Patient preferences for attributes of type 2 diabetes mellitus treatments in Germany
Background and aims: Understanding T2DM patients’ preferences for attributes of T2DM treatments may help to explain how each of these attributes differentially affect patients’ perception and behavior. Our aim was to quantify the relative preferences of a set of attributes describing T2DM treatments for T2DM patients in Germany.
Materials and methods: A stated-preference discrete-choice experiment (DCE) survey was designed to elicit preferences for T2DM treatment attributes among patients in Germany taking a prescription T2DM medication for>2 years. The survey collected background characteristics and information on respondent demographics, health history, current health status (EQ-5D), and experience with T2DM and T2DM treatments. The DCE included a series of 8 choices between pairs of hypothetical T2DM treatments defined by these seven attributes: chance of reaching target HbA1c (A1c), reduction in risk of serious heart attack or stroke, frequency of hypoglycemia, risk of gastrointestinal side effects (GI SEs), weight change, mode of administration (MoAdmin; pill or injection), and dosing frequency. Random-parameters logit was used to analyze the DCE data. Interactions between patient characteristics and preference estimates were explored and results for prespecified subgroups analyzed. A preference for an attribute was dominant if a respondent always selected the medicine with the better level of that attribute. Minimum additional benefit (MAB) was defined as the minimum increase in probability of reaching target HbA1c for which respondents would accept a worse level of another attribute.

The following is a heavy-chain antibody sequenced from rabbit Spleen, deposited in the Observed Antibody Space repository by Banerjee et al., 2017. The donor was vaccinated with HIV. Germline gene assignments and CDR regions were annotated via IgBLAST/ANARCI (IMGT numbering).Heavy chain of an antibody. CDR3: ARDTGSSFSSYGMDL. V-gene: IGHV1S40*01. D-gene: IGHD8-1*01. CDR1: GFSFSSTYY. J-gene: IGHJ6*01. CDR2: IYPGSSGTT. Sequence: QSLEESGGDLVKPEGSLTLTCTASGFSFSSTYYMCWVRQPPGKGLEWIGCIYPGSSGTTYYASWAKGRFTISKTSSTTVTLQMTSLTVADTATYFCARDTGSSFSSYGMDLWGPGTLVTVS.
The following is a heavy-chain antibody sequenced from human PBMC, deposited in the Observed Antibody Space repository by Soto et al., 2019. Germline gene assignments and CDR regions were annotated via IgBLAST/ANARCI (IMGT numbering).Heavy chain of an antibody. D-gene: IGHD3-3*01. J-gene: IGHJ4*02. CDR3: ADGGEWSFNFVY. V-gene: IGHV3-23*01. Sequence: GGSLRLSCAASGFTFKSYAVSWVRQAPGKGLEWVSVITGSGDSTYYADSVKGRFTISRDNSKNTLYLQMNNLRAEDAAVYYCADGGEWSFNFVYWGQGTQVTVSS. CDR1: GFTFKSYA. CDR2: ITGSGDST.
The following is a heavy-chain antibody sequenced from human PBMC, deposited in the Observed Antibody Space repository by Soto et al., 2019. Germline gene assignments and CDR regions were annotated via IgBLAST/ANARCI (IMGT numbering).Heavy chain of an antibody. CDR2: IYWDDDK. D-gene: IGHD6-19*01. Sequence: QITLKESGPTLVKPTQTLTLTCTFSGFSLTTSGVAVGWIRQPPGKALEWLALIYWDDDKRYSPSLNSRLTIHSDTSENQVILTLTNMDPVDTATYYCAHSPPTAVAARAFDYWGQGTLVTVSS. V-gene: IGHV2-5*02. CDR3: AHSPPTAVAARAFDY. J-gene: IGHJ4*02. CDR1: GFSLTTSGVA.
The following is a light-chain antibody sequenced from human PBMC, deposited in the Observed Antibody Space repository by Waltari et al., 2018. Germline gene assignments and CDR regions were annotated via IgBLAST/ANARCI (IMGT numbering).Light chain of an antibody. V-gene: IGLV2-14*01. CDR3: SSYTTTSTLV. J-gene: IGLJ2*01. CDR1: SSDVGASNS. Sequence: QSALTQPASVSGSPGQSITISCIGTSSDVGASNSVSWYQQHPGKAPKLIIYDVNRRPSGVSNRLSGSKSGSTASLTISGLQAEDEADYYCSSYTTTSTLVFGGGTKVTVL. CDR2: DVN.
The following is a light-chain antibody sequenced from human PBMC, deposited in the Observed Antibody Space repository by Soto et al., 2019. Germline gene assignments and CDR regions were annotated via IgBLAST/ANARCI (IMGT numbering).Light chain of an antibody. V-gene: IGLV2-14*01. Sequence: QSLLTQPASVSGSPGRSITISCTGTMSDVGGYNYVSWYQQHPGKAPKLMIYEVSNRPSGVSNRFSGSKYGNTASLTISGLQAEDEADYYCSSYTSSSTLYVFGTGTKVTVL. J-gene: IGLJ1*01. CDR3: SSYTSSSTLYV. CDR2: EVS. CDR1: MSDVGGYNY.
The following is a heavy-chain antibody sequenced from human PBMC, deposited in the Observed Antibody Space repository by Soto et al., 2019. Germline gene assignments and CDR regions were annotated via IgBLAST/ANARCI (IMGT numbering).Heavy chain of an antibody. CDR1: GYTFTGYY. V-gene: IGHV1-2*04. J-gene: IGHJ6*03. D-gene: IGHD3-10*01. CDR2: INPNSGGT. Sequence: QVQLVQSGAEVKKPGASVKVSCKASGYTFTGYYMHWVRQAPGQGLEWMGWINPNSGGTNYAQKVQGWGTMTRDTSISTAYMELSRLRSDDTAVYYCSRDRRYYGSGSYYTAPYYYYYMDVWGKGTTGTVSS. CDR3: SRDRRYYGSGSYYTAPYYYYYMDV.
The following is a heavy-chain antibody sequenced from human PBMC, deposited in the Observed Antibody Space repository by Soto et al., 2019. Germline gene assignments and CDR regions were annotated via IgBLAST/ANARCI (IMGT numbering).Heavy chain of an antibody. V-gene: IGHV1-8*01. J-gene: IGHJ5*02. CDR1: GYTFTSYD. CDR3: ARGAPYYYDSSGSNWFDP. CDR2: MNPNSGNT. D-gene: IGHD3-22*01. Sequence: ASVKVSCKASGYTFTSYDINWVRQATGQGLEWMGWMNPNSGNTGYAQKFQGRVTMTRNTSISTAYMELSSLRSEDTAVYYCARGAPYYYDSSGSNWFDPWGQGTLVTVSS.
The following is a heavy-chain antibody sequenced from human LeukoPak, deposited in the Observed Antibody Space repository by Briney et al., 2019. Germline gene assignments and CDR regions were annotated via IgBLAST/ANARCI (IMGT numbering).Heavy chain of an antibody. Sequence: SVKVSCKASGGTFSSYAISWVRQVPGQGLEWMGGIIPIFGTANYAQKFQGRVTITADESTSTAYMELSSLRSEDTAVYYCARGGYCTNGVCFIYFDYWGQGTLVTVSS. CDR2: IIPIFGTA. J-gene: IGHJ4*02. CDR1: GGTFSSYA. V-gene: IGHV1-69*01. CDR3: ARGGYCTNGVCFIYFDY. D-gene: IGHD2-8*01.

Results: Of 1,198 individuals that responded to the survey, 531 (44.3%) were eligible to participate, and 474 consented and completed the survey and were included in this analysis. Mean age was 61 years, 58% male, and 54% with T2DM diagnosed>7 yrs ago. Based on the DCE analysis, Figure 1 below, GI SEs were most important to patients, followed by weight changes, MoAdmin and A1c. Eighteen percent of respondents always selected the treatment administered by pills, 7% dominated on weight change, and 4% on A1c. Based on the DCE, the MAB analysis found that patients would require that the probability of reaching their target HbA1c is 56 additional percentage points higher to change from a 0% to 30% risk of having GI SEs. Other high MAB levels were reported by moving from 2-kg weight loss to 2-kg weight gain (MAB of 44), moving from 0% to 20% risk of GI SEs (43) and moving from pill to injection (42).
Conclusion: Our findings suggest that this sample of German T2DM patients was willing to trade-off efficacy for improved GI SEs and a better mode of administration (pills). Patients focused on reduction in the risk ofT2DM-related GI-SEs, weight changes and mode of administration as key attributes that they value highly. Given the variety of T2DM medications available, the results suggest that careful discussion about patient preferences could help improve patient satisfaction with T2DM drugs.